Listen to the UVA Today Radio Show report on this story by Fariss Samarrai:
September 1, 2010 — Last year, University of Virginia astronomer Kelsey Johnson and a team of student volunteers established an astronomy club, called "Dark Skies, Bright Kids," in rural southern Albemarle County elementary schools.
They are seeking to spark early interest in astronomy among children who live far enough away from bright city lights to actually get a great view of the night sky. They hold weekly after-school meetings, and, every other Friday night, set up telescopes on school grounds for family-oriented sky gazing.
The schools there have a large Hispanic population, so Johnson and her team – drawn mostly from the astronomy department in U.Va.'s College and Graduate School of Arts & Sciences – also are reaching out to students whose native language is Spanish.
One of the Hispanic students last year, a third-grade girl, was exceedingly shy, and Johnson wanted to engage her in discussions about the stars and planets. She asked for help from one of her student volunteers, Laura Jackson, a Spanish major who graduated in May.
Jackson, an astronomy minor who likes to create art, began making paintings for the girl of the planets and sun and labeled them in Spanish and English: Earth/la Tierra; moon/la luna; Mars/Marte; and on through the catalog of objects in our solar system and beyond.
"Laura just went nuts and made some incredible artwork," Johnson said. "It was successful and a lot of fun and we didn't want it to just sit and collect dust."
The result, though nobody initially expected it, is a colorful little book for third-graders, "Snapshots of the Universe," or "Instantáneas del Universo."
"This grew beyond our wildest dreams," Johnson said. "It was tremendously popular with the schoolkids and their teachers. It's a labor of love, and a completely volunteer effort."
With 19 whimsical paintings of heavenly bodies that tell, in the first person, who they are in English and Spanish, young students are able to learn a little about astronomy and, perhaps, a little of both languages.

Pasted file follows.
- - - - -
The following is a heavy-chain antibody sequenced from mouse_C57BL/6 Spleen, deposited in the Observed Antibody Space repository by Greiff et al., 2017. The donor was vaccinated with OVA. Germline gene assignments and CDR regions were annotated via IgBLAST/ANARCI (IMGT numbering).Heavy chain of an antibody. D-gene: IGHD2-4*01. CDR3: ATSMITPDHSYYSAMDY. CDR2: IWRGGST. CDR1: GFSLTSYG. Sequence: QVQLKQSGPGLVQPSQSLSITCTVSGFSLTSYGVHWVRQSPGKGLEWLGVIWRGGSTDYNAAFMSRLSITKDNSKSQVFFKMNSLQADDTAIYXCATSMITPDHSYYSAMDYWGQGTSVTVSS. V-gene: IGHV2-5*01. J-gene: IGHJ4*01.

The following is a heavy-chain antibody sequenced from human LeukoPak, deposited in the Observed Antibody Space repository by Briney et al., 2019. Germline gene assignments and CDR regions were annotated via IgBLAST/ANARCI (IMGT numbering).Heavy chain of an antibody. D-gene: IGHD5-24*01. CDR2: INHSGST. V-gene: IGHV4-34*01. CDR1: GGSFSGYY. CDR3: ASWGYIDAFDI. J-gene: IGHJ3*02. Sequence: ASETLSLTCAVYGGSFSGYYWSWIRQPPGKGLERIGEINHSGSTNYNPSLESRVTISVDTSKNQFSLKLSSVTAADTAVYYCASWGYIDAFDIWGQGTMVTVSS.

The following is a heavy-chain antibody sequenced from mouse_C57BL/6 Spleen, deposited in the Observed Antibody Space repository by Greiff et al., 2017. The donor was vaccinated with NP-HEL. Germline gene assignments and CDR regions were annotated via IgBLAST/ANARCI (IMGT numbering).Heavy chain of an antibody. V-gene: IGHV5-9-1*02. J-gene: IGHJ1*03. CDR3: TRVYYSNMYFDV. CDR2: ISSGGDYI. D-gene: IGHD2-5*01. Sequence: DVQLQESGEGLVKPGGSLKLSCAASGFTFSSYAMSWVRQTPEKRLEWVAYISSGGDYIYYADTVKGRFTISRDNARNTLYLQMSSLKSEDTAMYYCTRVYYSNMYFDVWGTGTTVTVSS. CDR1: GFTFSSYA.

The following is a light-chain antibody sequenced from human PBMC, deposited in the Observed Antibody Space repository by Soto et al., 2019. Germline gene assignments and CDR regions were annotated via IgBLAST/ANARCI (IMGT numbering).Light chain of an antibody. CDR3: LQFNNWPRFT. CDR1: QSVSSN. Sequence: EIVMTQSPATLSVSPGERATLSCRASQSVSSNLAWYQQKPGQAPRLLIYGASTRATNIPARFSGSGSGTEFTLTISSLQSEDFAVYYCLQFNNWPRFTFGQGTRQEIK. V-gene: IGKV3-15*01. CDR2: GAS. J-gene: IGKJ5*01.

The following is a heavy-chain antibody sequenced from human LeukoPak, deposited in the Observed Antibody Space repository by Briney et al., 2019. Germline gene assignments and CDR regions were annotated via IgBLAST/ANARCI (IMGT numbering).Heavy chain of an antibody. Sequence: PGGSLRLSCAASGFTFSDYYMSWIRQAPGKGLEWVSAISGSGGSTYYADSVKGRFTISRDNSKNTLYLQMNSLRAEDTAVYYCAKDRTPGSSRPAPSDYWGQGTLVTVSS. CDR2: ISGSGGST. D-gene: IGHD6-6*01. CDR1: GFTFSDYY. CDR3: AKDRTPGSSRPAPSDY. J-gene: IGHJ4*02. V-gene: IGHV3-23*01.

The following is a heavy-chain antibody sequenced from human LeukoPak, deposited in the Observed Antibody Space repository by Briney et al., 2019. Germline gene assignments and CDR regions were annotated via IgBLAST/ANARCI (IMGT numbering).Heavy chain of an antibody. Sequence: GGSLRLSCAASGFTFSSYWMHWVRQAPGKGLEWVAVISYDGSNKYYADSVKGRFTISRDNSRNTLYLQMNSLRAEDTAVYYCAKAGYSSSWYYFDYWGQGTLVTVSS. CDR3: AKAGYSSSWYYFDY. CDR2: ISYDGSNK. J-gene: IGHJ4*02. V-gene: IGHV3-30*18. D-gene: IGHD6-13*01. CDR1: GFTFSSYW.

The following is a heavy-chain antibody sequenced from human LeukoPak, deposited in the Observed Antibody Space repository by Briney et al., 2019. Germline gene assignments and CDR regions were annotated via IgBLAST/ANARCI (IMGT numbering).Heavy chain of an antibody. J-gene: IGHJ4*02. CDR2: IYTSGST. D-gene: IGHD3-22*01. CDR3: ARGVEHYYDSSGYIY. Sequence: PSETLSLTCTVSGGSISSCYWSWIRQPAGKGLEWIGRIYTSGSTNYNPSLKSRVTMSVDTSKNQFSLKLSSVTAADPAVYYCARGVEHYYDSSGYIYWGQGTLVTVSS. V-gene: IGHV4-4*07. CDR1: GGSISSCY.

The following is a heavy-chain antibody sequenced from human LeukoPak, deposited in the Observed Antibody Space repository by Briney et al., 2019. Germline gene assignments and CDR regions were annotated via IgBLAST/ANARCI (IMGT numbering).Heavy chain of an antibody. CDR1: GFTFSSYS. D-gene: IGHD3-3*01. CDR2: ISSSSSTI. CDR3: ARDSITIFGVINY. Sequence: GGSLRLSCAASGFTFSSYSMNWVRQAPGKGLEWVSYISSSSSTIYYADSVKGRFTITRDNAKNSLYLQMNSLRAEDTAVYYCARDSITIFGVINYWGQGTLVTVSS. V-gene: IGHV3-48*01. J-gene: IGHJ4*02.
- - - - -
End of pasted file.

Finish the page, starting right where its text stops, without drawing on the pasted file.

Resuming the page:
The text is written by Joleen Carlberg, an astronomy Ph.D. candidate, who managed the book project from fledgling concept to flourishing book.
"I always wanted to do some writing, but never had an outlet," she said. "Then this wonderful project came along."
Other students stepped in with assorted talents. Andre Wong (a master's student in astronomy) did the layout; Guillermo Damke (an astronomy Ph.D. candidate) worked with Jackson on the translation; Rachael Beaton (another astronomy Ph. D. candidate) handled electronic formatting of images. More students helped in other ways.
After numerous revisions, checking and re-checking the Spanish text with native speakers from Chile, Mexico and Spain, and consultation with children's book author Jeff Bennett, Johnson stapled together a few hundred draft copies of the book and took them to a meeting of the American Astronomical Society.
"They were wildly popular," she said. "We had people coming back for extra copies. We knew then that we wanted to get this book published for wide distribution."
Johnson is hoping to "go big-time" and publish thousands of copies for free distribution to every public school library and third-grade classroom in Virginia.
She currently is seeking a $25,000 grant from Pepsi, through its Pepsi Refresh educational grant program, which allows the public to vote on projects for funding. (To vote, click here; you can vote up to 10 times per day through the month of September). Johnson also is seeking other funding sources, which would allow her, she hopes, to distribute the book more broadly in Virginia, and maybe even nationally.
The "challenging and rewarding" part of the project for Carlberg was writing succinctly, factually and clearly for young minds that are coming to astronomy without much previous context.
"I wanted to explain the universe figuratively and whimsically," she said. "The text has to be short, interesting and exciting; it has to teach something, it has to be accurate and not give misconceptions about the science. I had to pick words that kids can understand, and I had to explain things that aren't very intuitive."
But she said that trying to think like a third-grader "wasn't as hard as it should have been." Of course, working as a volunteer with third-graders helped her to know the kinds of questions they ask, and how they perceive objects and come to understandings of the way things work. Children are, in fact, little scientists, she said, always asking questions, always seeking answers.
"We want astronomy and all of the sciences to be accessible to everyone," Johnson noted, "including, importantly, underrepresented populations of our society that are more socio-economically challenged. The big picture point of this is to get kids excited about science, how fun it is, and to realize that a career in science is a viable career path for them."
"Astronomy is a great hook for turning kids on to science," Carlberg said. "Kids can look up at the night sky and see a lot of really interesting things out there, in our solar system, in our galaxy, in the universe, there's some really cool things going on."